One of her few public disagreements with him was over his policy of separating migrant parents and children in detention centers at the border, which she said in an interview was “heartbreaking.” She let him know she thought it was “unacceptable.” Days after her rebuke (along with daughter Ivanka’s similar view), he signed an executive order ending the policy, Jordan notes.
But the first lady is content to ignore a lot: She campaigns against online bullying, advocates for wearing pandemic masks and endorses America as a nation of immigrants such as herself and her own family. She simply carries on when critics huff about the president’s online bullying habits, his refusal to wear a mask or his condemnation of “chain migration” that allowed her to sponsor her family’s citizenship and green cards.
She has opinions – and leverage
After the 2016 leaking of the “Access Hollywood” grab-women-by-the-genitals tape, candidate Trump was “terrified” to face her; both knew she had the power to kill his campaign for president. But she was affronted by the idea that people felt sorry for her as “poor Melania.”
“That irked her. She was not fragile. She was strong and in control. ‘I am putting out a statement,’ she said. ‘I am not going to sit here and pretend that I don’t have an opinion. I have an opinion and people need to know my opinion,’ ” Jordan wrote. Trump’s statement urged people to accept his apology, “as I have” and move on.
Jordan reports Trump had enough leverage to successfully renegotiate in 2016 her prenuptial agreement with her husband – a man who knows prenups – to get a better deal and “take care of Barron” so he rightfully shares in the Trump estate with his four older half-siblings.
Donald Trump, Melania Trump lead separate, parallel lives
It’s part of “their deal,” and both like it that way. Separate bedrooms do not mean their marriage is a sham. “In private, they preferred separate spaces and routines,” Jordan writes, quoting housekeepers at the Trump National Golf Club in Bedminster, N.J., where the Trumps and her parents spend summers.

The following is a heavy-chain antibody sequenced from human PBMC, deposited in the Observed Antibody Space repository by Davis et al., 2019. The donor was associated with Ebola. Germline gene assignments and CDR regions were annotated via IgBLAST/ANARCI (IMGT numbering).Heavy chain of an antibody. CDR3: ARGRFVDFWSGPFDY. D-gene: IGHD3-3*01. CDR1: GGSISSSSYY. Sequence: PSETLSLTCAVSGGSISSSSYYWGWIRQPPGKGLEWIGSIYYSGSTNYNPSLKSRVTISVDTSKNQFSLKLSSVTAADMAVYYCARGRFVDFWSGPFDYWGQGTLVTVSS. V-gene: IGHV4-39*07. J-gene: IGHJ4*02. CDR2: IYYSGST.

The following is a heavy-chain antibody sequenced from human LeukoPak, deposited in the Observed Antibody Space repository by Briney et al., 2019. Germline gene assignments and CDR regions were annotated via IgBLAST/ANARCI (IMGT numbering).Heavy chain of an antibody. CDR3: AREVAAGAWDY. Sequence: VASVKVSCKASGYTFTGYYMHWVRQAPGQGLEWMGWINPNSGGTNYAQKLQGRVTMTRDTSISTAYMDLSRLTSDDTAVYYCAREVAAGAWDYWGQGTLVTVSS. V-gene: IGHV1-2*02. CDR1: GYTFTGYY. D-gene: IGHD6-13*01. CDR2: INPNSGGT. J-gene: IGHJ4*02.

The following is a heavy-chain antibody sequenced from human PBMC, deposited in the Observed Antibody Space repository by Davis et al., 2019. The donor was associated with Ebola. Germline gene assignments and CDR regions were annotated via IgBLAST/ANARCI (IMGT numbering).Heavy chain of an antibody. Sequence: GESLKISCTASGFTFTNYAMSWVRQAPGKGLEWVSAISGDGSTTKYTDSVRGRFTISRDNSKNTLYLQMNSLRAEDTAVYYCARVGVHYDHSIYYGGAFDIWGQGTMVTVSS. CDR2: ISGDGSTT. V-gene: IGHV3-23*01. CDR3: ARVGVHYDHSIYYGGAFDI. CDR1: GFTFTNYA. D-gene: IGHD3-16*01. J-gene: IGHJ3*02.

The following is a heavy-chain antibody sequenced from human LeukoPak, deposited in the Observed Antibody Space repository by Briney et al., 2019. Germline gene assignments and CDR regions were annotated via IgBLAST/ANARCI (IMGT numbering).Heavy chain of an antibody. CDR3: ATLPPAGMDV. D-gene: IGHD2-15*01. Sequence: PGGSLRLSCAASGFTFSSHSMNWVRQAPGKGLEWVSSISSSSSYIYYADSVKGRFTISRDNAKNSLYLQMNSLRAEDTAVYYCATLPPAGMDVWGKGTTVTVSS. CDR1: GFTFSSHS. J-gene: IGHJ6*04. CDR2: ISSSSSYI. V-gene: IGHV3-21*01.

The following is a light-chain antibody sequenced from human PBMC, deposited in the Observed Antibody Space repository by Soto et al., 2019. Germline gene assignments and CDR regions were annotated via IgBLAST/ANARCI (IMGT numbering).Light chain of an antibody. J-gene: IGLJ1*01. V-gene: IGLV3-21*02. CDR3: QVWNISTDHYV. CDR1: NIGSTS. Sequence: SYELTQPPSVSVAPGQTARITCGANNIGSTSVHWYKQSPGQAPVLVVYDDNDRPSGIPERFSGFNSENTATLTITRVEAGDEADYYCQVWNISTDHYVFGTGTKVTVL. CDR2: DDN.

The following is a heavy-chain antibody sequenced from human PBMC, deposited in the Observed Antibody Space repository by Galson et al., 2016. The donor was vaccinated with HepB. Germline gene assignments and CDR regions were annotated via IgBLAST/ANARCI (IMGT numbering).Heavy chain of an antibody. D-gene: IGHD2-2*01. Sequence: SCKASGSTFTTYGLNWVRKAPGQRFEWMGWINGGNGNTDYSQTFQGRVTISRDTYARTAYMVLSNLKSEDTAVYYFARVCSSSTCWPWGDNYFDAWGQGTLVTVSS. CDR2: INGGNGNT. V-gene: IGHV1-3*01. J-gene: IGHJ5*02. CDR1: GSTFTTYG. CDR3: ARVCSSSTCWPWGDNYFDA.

“We like to do what we like to do, and we give ourselves and each other space,” she told Jordan in the preelection interview.
Tensions with Ivanka
No surprise: Stepmom and stepdaughter, Ivanka, her father’s favorite and a White House aide, are not besties. Melania Trump has been heard calling Ivanka “The Princess;” Ivanka once referred to Melania as “The Portrait” because she spoke as much as a painting on the wall.
Jordan’s sources among the Bedminster housekeepers describe “strained relations” that led to competition between the two about whose house on the estate was cleaned first.
Does she really speak five languages?
The Trumps tell reporters Melania speaks five languages, likening her to their favorite FLOTUS, the multilingual former first lady Jacqueline Kennedy. Jordan says the evidence suggests Trump is truly fluent only in Slovene and English. When the first lady met Pope Francis, and he spoke to her in Italian, she seemed not to understand him and had to wait for a translation, and she donned translation headphones to listen to a speech by French President Emmanuel Macron.
“Maybe she has taken a page out of Trump’s playbook: There’s nothing wrong with exaggerating if it builds the brand and polishes the image.” Jordan observes.
Why did Trump spend five days in the hospital in 2018 for an unspecified kidney ailment? Jordan can’t say for sure, but even first ladies are entitled to medical privacy.
Readers may be more disappointed there was no resolution of the puzzling question of why a couture-loving first lady would wear a $39 Zara jacket with the snarky message, “I DON’T REALLY CARE, DO U?,” on a surprise visit to the Texas-Mexico border in June 2018. The Trumps later claimed it was a slam at the “fake news media,” but the original statement from her spokeswoman, Stephanie Grisham, is probably the right one: There was “no message,” it was just a jacket.
A first lady who usually considers her every move carefully didn’t take care to think about how a fashion choice might undermine a humanitarian mission. And either no one on her tight-lipped, super loyal East Wing staff warned her, or she didn’t listen. She hasn’t made that mistake again.